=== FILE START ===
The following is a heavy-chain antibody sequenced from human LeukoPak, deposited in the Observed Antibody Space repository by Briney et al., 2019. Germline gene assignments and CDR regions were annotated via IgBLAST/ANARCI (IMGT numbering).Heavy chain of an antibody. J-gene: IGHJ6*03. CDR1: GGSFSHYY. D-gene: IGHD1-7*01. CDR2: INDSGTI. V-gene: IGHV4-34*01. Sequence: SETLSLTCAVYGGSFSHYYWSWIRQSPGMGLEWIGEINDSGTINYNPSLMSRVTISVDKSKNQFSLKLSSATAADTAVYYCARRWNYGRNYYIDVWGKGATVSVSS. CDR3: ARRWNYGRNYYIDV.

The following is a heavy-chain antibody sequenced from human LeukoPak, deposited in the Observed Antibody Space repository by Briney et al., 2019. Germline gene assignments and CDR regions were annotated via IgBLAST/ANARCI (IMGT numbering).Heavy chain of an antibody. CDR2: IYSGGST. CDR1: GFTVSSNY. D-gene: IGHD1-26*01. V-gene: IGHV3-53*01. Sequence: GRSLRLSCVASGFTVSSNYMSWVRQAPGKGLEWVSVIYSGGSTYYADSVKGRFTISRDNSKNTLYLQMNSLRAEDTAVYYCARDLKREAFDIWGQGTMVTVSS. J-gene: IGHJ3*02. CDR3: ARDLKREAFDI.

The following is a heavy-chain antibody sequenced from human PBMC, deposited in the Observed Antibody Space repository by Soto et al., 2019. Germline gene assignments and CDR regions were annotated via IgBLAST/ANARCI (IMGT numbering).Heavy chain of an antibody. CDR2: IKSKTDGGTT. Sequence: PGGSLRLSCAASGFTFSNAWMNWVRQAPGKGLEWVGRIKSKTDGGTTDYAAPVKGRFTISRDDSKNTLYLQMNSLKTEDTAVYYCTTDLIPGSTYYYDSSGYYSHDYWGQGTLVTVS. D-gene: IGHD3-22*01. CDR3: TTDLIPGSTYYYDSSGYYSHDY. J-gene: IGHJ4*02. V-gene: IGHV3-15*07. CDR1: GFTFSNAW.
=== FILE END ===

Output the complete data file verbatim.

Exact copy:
The following is a heavy-chain antibody sequenced from human LeukoPak, deposited in the Observed Antibody Space repository by Briney et al., 2019. Germline gene assignments and CDR regions were annotated via IgBLAST/ANARCI (IMGT numbering).Heavy chain of an antibody. J-gene: IGHJ6*03. CDR1: GGSFSHYY. D-gene: IGHD1-7*01. CDR2: INDSGTI. V-gene: IGHV4-34*01. Sequence: SETLSLTCAVYGGSFSHYYWSWIRQSPGMGLEWIGEINDSGTINYNPSLMSRVTISVDKSKNQFSLKLSSATAADTAVYYCARRWNYGRNYYIDVWGKGATVSVSS. CDR3: ARRWNYGRNYYIDV.

The following is a heavy-chain antibody sequenced from human LeukoPak, deposited in the Observed Antibody Space repository by Briney et al., 2019. Germline gene assignments and CDR regions were annotated via IgBLAST/ANARCI (IMGT numbering).Heavy chain of an antibody. CDR2: IYSGGST. CDR1: GFTVSSNY. D-gene: IGHD1-26*01. V-gene: IGHV3-53*01. Sequence: GRSLRLSCVASGFTVSSNYMSWVRQAPGKGLEWVSVIYSGGSTYYADSVKGRFTISRDNSKNTLYLQMNSLRAEDTAVYYCARDLKREAFDIWGQGTMVTVSS. J-gene: IGHJ3*02. CDR3: ARDLKREAFDI.

The following is a heavy-chain antibody sequenced from human PBMC, deposited in the Observed Antibody Space repository by Soto et al., 2019. Germline gene assignments and CDR regions were annotated via IgBLAST/ANARCI (IMGT numbering).Heavy chain of an antibody. CDR2: IKSKTDGGTT. Sequence: PGGSLRLSCAASGFTFSNAWMNWVRQAPGKGLEWVGRIKSKTDGGTTDYAAPVKGRFTISRDDSKNTLYLQMNSLKTEDTAVYYCTTDLIPGSTYYYDSSGYYSHDYWGQGTLVTVS. D-gene: IGHD3-22*01. CDR3: TTDLIPGSTYYYDSSGYYSHDY. J-gene: IGHJ4*02. V-gene: IGHV3-15*07. CDR1: GFTFSNAW.